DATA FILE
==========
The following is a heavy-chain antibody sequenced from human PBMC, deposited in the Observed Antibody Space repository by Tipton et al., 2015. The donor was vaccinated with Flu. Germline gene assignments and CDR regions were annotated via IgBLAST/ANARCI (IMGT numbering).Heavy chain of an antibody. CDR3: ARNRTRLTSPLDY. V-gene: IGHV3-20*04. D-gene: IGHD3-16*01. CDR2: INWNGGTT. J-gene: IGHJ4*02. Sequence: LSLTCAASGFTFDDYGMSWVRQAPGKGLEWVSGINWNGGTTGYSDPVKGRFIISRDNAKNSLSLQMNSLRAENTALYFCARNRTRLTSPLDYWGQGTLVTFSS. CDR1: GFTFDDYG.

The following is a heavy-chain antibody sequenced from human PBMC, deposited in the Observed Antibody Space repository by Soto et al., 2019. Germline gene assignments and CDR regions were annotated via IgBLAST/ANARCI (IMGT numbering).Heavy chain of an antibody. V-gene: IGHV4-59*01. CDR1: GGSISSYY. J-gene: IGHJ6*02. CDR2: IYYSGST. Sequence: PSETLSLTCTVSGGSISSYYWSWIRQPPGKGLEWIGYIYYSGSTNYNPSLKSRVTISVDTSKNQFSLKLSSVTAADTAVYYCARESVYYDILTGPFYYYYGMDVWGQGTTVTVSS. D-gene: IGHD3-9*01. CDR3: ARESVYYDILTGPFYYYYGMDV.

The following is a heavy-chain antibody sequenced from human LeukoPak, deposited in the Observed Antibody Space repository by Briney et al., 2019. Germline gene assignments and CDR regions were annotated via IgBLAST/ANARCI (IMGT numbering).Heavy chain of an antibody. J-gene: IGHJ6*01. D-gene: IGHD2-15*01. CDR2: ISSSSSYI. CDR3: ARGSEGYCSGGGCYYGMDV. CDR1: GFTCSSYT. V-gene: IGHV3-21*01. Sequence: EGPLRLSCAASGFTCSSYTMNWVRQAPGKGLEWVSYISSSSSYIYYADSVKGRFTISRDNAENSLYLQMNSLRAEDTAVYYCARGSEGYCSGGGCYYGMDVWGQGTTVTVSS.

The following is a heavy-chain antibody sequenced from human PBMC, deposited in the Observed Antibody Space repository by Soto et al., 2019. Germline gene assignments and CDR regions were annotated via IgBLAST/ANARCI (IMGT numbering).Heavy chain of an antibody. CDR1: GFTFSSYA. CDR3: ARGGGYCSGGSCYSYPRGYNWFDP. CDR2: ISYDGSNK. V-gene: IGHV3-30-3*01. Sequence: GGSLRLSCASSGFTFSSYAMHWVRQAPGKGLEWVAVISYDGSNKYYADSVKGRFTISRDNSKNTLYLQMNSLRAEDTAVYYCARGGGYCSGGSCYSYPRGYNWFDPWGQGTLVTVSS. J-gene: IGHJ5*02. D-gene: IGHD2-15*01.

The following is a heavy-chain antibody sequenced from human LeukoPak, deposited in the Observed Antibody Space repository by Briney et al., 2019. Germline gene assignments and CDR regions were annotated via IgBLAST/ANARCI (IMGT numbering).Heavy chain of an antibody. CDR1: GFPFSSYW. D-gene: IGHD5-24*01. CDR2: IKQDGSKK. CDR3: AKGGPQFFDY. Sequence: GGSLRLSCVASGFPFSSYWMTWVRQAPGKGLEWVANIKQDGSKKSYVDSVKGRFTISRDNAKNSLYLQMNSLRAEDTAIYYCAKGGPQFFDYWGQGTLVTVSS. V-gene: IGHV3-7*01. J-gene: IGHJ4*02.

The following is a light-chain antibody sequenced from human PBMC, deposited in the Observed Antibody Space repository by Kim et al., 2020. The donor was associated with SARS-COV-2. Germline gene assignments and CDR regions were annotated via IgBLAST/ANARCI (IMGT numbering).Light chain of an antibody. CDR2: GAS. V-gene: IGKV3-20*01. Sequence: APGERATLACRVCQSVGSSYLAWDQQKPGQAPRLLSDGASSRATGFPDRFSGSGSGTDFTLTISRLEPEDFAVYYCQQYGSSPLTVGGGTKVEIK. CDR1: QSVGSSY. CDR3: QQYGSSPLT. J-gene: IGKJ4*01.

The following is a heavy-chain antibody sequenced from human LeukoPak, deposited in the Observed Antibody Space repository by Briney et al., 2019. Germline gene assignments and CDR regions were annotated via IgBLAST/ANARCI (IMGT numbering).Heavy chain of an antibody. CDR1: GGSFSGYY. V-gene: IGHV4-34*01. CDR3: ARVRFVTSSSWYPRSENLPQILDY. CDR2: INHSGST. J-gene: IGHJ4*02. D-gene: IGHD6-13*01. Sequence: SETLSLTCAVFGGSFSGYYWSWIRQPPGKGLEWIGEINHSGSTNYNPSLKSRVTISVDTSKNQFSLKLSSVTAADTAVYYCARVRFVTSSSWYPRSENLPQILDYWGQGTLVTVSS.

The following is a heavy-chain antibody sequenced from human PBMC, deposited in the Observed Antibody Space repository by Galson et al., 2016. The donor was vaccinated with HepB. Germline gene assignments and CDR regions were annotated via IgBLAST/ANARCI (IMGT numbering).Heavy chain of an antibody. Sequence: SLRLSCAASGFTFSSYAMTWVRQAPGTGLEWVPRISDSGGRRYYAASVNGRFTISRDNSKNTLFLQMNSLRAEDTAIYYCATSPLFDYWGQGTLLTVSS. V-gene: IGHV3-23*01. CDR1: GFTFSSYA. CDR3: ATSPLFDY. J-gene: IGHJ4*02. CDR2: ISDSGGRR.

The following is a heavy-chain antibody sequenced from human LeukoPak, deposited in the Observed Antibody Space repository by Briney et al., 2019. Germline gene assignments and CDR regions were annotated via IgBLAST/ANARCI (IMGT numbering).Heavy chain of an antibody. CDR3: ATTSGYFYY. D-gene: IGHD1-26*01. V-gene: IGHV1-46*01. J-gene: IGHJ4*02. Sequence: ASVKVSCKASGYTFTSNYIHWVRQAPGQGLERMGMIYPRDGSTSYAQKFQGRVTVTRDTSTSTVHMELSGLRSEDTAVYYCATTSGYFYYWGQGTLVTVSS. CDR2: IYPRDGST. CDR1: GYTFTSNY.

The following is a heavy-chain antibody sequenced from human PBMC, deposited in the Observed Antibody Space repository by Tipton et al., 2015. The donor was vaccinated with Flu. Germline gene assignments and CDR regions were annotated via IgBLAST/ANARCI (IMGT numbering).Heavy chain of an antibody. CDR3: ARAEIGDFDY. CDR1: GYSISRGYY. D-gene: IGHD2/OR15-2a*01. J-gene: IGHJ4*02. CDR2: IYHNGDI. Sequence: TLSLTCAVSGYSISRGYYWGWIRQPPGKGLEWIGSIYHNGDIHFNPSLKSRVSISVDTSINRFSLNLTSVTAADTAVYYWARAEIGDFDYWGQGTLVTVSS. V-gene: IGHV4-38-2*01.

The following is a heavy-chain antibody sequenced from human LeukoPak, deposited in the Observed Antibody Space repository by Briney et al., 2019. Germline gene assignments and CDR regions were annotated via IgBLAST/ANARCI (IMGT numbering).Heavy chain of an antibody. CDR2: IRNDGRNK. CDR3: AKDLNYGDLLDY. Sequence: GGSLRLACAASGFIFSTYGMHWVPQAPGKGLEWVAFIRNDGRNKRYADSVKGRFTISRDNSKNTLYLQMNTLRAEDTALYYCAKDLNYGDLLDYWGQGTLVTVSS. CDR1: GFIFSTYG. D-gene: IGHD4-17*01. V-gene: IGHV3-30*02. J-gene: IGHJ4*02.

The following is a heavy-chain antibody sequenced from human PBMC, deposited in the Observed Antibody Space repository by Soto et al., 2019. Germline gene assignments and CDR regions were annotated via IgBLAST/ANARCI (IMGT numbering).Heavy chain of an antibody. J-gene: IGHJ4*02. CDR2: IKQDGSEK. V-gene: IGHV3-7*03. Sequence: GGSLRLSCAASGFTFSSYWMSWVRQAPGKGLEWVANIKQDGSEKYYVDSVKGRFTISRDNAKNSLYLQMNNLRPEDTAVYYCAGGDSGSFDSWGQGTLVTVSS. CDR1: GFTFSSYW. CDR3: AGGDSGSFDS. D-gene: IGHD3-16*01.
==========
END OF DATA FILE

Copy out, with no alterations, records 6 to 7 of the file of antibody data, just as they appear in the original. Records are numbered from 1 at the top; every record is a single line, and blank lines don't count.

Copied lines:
The following is a light-chain antibody sequenced from human PBMC, deposited in the Observed Antibody Space repository by Kim et al., 2020. The donor was associated with SARS-COV-2. Germline gene assignments and CDR regions were annotated via IgBLAST/ANARCI (IMGT numbering).Light chain of an antibody. CDR2: GAS. V-gene: IGKV3-20*01. Sequence: APGERATLACRVCQSVGSSYLAWDQQKPGQAPRLLSDGASSRATGFPDRFSGSGSGTDFTLTISRLEPEDFAVYYCQQYGSSPLTVGGGTKVEIK. CDR1: QSVGSSY. CDR3: QQYGSSPLT. J-gene: IGKJ4*01.

The following is a heavy-chain antibody sequenced from human LeukoPak, deposited in the Observed Antibody Space repository by Briney et al., 2019. Germline gene assignments and CDR regions were annotated via IgBLAST/ANARCI (IMGT numbering).Heavy chain of an antibody. CDR1: GGSFSGYY. V-gene: IGHV4-34*01. CDR3: ARVRFVTSSSWYPRSENLPQILDY. CDR2: INHSGST. J-gene: IGHJ4*02. D-gene: IGHD6-13*01. Sequence: SETLSLTCAVFGGSFSGYYWSWIRQPPGKGLEWIGEINHSGSTNYNPSLKSRVTISVDTSKNQFSLKLSSVTAADTAVYYCARVRFVTSSSWYPRSENLPQILDYWGQGTLVTVSS.